The reason is simple : In a deadline driven world where the office (and its roll) is some blip for someone thousands of miles away and few having an urge to refuse to live an Un-examined Life, the work itself is a Skinnerian Rat-Experiment. I heard somewhere that Nietzsche said that in certain special situation, the Urge to Work is a form of sickness. I am sure that many of these young men feel like being ‘sick’ while they pull themselves up for work in the morning. Add to this the daily commute in Calcutta – a brew of Middle Age Europe, Brownian Motion, Stoic Philosophy, Marxian motion of proletariat and extermination of traffic order, Neuro-Ambulatory advantage of honking, Traffic Policing in Post Modern Marxism.

I grew up in a quiant town in North East India but subscribed to many periodicals of Calcutta (late seveties) and read many translations of classics in Bengali. Most of the translations were excellent. Later I came to know that the translators were doing this as a hobby and not with the slightest aspiration of buying a posh flat in Calcutta’s gated communities. They did this because they loved it. They introduced me to Captain Nemo, Sherlock Holmes, Edmond Dantes, David Copperfield, Professor Moriarty, James Jeans, Neville Cardass and many others.

Without these Bengali translators of Calcutta, my Life would have been of such abject poverty that I would have remained as poor as a typical Cadre of Contemporary Calcutta even though the whole city would have been owned by me or my co-gangs in various forms.

What did these Bengalis get for their work ? A pittance as far as book sales are concerned because the typical Bengali publisher generally denies the author his/her due.

But they have the ever lasting gratitude of men and women of our generation. I more I grow my gratitude seems to increase for these people who made me unthinkably rich. Rich beyond any bania driven culture’s estimation of riches.

I thought of asking these busy, well-paid, well-dressed and apparently doing well gentlemen of Bengali origin : After thirty years, how many people are going to be in everlasting thankfulness to you for gifts you have given them ?

The answer, my friend is blowing in the Wind.

This blog has been contributed by Priram Bhattacharya. He runs his translation and communications company Wordsmith Communication and is a regular blogger anfd writes on his blog Wordsmith of Bengal.


Monday, August 16, 2010

Omar gets the shoe in Kashmir

By: Subhadeep Bhattacharjee

One of the best ways to express protest against politicians these days seems to be by throwing a shoe at them. J&K chief minister Omar Abdullah became the latest victim in the shoe gate when constable Abdul Ahad Jan hurled his shoe at the CM. Omar had just finished unfurling the national flag and was in attention position as the National Anthem was being played. He now joins the elite club with former US President George Bush, Home Minister P Chidambaram, Pakistan President Asif Ali Zadari.

In all these cases the shoe thrower have been hailed by the people who have had their recent against these leaders. Jan who is said to be a mentally disturbed cop as been hailed by people who have been agitating in the valley for over two months now. The protest which have claimed close t50 lives have exposed incompetence of the J&K government. Omar who does the most thankless job in the world (being J&K's CM) has been criticised for his actions or rather in-actions in the last few months.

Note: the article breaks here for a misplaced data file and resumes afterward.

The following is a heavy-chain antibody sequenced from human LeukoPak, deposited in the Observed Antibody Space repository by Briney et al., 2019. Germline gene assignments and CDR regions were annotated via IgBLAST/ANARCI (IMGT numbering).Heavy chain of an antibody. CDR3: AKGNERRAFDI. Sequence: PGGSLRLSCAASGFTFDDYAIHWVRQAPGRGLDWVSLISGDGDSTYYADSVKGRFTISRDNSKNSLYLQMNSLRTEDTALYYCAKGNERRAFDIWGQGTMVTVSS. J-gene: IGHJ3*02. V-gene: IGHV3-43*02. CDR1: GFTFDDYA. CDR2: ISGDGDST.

For the protestors it is perhaps the best way to register their protest against the government but does very little to change governmental policies. Abdul Ahad Jan might have done personally done himself a lot of good but he has put a slap on Kasmi's face in front of the entire country. In the last two months Kashmir has been in the news for all the wrong reasons and this incident will do very little to get rid of the bad publicity.

These sort of incidents have no place in a democracy, if one still exists in Kashmir valley thanks to the two Ms militancy and military. The Kashmiri seperatists leaders might hail this act but this will hardly make any change in Kashmir. A few frontpage headlines will be published on the issues and it will find place in a few blogs of people like mine. Where is the achievement in all this?

One thing it will surely do is make the leaders more inaccessible to the ordinary Kashmiris. It is easy for the security forces to chek for bombs and grenades in such places than to judge the intent of a person to throw a shoe. It is high time people in Kashmir realise that they alone are responsible for how their community is looked at by the world. Weather they want to be looked as dwellers of a beautiful place of secessionists as many people drub then. The choice lies with Kashmiris


Sunday, August 15, 2010

Interesting facts about Indian Independence Day

By: Subhadeep Bhattacharjee

15th August is an important day in the history of India. It was on this day that we bid adieu to our colonial masters the British after a rule which lasted for 190 years from the Battle of Palassy. It was on this day a new independent nation was born which would go on to become the largest democracy in the world. Here are few interesting facts that I discovered on the Internet from hours of surfing everyday

Why 15th August? Lord Mountbatten the last Viceroy and first Governor General of India wanted to show that he was in command and decide on the day India would gain independence. He chose the date August 15th as was the second anniversary of Japan’s surrender to the Allied Forces.